Hello from Jamaica!

My name is Drew Behunin and I am an Internal Medicine Resident at the University of Iowa.  It has been my great privilege to be the first Internal Medicine doctor to volunteer with the Issa Trust.  Honestly, I was quite nervous before starting.  The Issa Trust is a well established entity when it comes to the Pediatric world in Jamaica, but up until now has not been involved in promoting care for adults. I have been in country for just over 2 weeks and have to say that my experience has been unforgettable.

In Jamaica, most medical graduates begin practicing right after graduation without formal residency training.  Some pursue advanced training through the university and serve as consultants.  While the physicians I have worked with did not complete residency training, they do a commendable job at taking care of patients despite the limited resources available.  I see a lot of the same diagnoses that I would see in the United States, however their management is at times more difficult.  In the United States, any patient presenting to an Emergency Room is almost guaranteed to get at CT scan of the chest, abdomen, and pelvis followed by an MRI of the brain just for good measure! 🙂  Not so here in Jamaica.  Most advanced diagnostic tests including ultrasound, CT scans, echocardiograms, stress testing, spirometry, and even some basic laboratory studies are only available in the private sector.  While these tests are cheaper than they are in the States, they are often outside of the financial capability of the patients.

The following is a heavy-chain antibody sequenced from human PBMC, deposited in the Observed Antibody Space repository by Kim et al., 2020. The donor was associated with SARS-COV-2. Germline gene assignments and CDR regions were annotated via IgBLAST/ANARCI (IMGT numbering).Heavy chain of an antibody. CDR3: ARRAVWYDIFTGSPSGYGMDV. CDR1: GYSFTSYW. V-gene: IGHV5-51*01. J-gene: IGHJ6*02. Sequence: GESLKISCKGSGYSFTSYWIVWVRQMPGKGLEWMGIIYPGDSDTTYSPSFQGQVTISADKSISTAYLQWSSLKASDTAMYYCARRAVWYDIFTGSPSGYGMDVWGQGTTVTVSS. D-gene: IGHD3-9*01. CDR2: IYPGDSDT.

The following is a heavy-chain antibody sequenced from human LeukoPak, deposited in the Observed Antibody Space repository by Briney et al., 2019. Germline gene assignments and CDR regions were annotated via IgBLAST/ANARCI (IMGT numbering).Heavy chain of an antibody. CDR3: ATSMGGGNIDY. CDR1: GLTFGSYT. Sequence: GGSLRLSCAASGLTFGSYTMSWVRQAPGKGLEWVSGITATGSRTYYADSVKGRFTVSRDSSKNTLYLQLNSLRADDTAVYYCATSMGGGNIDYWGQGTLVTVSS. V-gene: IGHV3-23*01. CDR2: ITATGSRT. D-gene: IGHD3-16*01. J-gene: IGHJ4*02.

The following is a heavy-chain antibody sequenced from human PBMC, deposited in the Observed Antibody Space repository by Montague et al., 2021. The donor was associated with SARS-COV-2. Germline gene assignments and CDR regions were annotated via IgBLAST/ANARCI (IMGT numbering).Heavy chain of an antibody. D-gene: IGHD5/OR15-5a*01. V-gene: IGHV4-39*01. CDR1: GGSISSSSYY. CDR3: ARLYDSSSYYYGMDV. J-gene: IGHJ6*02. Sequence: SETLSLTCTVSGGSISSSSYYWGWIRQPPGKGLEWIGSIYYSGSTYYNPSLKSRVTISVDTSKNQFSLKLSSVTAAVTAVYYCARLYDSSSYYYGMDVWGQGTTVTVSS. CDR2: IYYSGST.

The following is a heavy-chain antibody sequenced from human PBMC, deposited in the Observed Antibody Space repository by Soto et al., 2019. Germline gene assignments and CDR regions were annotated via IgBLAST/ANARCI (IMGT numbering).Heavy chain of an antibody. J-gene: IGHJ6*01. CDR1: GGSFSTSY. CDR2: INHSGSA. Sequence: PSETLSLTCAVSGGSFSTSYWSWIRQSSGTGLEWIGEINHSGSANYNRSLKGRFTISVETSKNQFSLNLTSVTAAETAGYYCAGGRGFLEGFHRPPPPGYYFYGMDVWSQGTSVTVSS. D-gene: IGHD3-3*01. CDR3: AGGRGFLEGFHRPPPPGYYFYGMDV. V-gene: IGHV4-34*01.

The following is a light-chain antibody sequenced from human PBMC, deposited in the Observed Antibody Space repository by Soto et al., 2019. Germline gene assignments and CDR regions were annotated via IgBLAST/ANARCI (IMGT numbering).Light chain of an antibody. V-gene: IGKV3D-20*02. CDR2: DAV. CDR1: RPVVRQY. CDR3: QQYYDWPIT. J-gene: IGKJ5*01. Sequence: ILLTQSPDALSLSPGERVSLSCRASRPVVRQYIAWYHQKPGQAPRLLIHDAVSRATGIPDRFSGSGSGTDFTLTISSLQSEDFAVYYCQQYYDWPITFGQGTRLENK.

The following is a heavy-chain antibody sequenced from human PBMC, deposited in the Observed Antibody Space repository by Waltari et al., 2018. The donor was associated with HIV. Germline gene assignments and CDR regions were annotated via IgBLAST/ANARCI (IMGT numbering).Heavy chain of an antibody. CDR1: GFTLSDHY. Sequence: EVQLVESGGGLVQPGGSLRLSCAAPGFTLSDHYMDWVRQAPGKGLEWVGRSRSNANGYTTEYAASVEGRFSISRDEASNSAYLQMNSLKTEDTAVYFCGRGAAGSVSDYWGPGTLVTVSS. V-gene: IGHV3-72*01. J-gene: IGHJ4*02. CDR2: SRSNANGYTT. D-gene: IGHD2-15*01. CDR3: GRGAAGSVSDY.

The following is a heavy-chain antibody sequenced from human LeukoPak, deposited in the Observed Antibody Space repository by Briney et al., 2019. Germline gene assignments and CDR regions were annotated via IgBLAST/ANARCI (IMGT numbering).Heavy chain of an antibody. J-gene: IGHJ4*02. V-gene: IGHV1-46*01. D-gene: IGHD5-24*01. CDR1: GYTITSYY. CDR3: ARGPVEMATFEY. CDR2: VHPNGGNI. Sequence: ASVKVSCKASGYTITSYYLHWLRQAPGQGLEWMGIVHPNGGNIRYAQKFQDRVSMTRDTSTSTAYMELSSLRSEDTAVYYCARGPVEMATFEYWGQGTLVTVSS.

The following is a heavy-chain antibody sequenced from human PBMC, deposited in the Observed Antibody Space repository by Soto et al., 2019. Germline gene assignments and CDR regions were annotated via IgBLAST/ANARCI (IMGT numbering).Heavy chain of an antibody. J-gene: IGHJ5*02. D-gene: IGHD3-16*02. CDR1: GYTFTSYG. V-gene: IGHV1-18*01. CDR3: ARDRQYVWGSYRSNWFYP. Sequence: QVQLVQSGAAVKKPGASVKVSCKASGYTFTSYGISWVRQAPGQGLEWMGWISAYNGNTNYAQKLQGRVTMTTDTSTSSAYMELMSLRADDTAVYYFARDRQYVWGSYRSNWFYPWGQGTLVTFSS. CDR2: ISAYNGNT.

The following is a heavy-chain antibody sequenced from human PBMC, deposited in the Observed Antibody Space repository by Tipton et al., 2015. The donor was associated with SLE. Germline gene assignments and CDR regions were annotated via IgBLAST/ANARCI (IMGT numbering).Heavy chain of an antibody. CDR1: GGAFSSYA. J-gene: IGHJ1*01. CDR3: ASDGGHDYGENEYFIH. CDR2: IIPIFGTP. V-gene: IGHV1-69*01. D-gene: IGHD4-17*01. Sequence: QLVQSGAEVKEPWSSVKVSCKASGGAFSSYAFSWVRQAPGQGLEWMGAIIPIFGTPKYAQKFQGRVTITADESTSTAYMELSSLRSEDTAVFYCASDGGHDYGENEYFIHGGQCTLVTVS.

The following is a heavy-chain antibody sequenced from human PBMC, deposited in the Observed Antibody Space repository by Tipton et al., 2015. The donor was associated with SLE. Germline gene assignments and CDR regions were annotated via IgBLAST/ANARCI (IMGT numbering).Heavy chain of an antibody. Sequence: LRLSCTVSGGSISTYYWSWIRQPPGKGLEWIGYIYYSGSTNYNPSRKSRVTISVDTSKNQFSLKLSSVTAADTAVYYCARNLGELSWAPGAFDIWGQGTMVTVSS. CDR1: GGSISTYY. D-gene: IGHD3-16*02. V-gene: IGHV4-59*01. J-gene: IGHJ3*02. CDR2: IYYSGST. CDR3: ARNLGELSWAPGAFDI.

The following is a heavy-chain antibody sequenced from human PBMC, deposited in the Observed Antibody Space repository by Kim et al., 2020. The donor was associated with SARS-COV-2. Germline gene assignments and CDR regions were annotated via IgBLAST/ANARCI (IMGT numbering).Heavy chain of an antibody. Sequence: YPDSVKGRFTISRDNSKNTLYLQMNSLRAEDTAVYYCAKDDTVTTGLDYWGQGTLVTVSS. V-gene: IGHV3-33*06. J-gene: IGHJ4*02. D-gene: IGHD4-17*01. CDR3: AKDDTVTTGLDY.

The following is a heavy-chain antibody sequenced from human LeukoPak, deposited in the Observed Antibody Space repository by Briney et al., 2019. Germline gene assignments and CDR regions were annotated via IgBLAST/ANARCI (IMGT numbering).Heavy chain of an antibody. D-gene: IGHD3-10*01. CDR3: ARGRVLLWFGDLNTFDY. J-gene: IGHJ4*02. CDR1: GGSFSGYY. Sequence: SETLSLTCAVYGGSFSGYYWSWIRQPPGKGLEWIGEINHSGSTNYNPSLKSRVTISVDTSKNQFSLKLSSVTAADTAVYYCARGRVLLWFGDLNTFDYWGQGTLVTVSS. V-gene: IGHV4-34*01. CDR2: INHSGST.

Hypertension seems to be running rampant among adults.  While many are getting appropriate treatment, I believe there is a greater population that have yet to be diagnosed.  I have spent the majority of my time working in the Accident and Emergency Department and have seen a lot of patients who present for other reasons and also happen to have blood pressures in the 190/100 range.  In these situations it is a no brainer to treat.  However, there are many who come with a blood pressure in the 140/90 range.  I refer these patients back to their local health center for repeat screening, however, there is no great way to relay this need to the health center nor guarantee the patient will follow through.  I am convinced that uncontrolled hypertension is contributing to the rising mortality from cardiovascular disease.  The majority of my time on the Medicine Wards at Anotto Bay Hospital is spent caring for patients suffering from stroke, heart failure, and the consequences of diabetes.  I was relieved to see that all of the major cardiovascular medications are readily available including ACE inhibitors, statins, and diuretics.  Through all of this I have learned to depend on my physical exam skills and clinical intuition, both of which are invaluable tools in the long run.

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